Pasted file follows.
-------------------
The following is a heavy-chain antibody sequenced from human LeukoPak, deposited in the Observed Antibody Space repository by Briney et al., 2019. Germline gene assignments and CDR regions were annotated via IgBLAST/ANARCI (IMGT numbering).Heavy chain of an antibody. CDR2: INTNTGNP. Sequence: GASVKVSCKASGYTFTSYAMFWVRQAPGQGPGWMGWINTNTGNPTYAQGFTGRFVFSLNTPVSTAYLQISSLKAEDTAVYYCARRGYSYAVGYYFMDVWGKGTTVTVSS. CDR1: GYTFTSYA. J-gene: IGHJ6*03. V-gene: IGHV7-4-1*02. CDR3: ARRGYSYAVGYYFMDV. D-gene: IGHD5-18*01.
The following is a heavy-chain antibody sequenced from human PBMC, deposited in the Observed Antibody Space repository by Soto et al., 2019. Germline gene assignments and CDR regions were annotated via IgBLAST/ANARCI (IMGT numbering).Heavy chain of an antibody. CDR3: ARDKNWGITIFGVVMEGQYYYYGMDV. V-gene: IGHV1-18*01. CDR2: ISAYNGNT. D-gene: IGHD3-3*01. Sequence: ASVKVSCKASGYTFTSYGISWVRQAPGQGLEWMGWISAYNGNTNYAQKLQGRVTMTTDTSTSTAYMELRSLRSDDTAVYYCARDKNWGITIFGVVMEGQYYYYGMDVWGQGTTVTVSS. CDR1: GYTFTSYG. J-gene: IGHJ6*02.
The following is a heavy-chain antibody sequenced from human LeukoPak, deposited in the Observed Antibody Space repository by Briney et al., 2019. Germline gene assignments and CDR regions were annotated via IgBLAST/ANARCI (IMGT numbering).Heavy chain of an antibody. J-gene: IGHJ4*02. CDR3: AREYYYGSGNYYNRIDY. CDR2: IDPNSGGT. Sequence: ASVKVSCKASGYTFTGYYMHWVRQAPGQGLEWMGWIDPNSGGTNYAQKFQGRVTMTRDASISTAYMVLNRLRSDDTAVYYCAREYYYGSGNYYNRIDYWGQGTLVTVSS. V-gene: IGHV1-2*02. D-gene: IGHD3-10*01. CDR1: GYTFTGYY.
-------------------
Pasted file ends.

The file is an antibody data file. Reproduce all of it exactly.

The following is a heavy-chain antibody sequenced from human LeukoPak, deposited in the Observed Antibody Space repository by Briney et al., 2019. Germline gene assignments and CDR regions were annotated via IgBLAST/ANARCI (IMGT numbering).Heavy chain of an antibody. CDR2: INTNTGNP. Sequence: GASVKVSCKASGYTFTSYAMFWVRQAPGQGPGWMGWINTNTGNPTYAQGFTGRFVFSLNTPVSTAYLQISSLKAEDTAVYYCARRGYSYAVGYYFMDVWGKGTTVTVSS. CDR1: GYTFTSYA. J-gene: IGHJ6*03. V-gene: IGHV7-4-1*02. CDR3: ARRGYSYAVGYYFMDV. D-gene: IGHD5-18*01.
The following is a heavy-chain antibody sequenced from human PBMC, deposited in the Observed Antibody Space repository by Soto et al., 2019. Germline gene assignments and CDR regions were annotated via IgBLAST/ANARCI (IMGT numbering).Heavy chain of an antibody. CDR3: ARDKNWGITIFGVVMEGQYYYYGMDV. V-gene: IGHV1-18*01. CDR2: ISAYNGNT. D-gene: IGHD3-3*01. Sequence: ASVKVSCKASGYTFTSYGISWVRQAPGQGLEWMGWISAYNGNTNYAQKLQGRVTMTTDTSTSTAYMELRSLRSDDTAVYYCARDKNWGITIFGVVMEGQYYYYGMDVWGQGTTVTVSS. CDR1: GYTFTSYG. J-gene: IGHJ6*02.
The following is a heavy-chain antibody sequenced from human LeukoPak, deposited in the Observed Antibody Space repository by Briney et al., 2019. Germline gene assignments and CDR regions were annotated via IgBLAST/ANARCI (IMGT numbering).Heavy chain of an antibody. J-gene: IGHJ4*02. CDR3: AREYYYGSGNYYNRIDY. CDR2: IDPNSGGT. Sequence: ASVKVSCKASGYTFTGYYMHWVRQAPGQGLEWMGWIDPNSGGTNYAQKFQGRVTMTRDASISTAYMVLNRLRSDDTAVYYCAREYYYGSGNYYNRIDYWGQGTLVTVSS. V-gene: IGHV1-2*02. D-gene: IGHD3-10*01. CDR1: GYTFTGYY.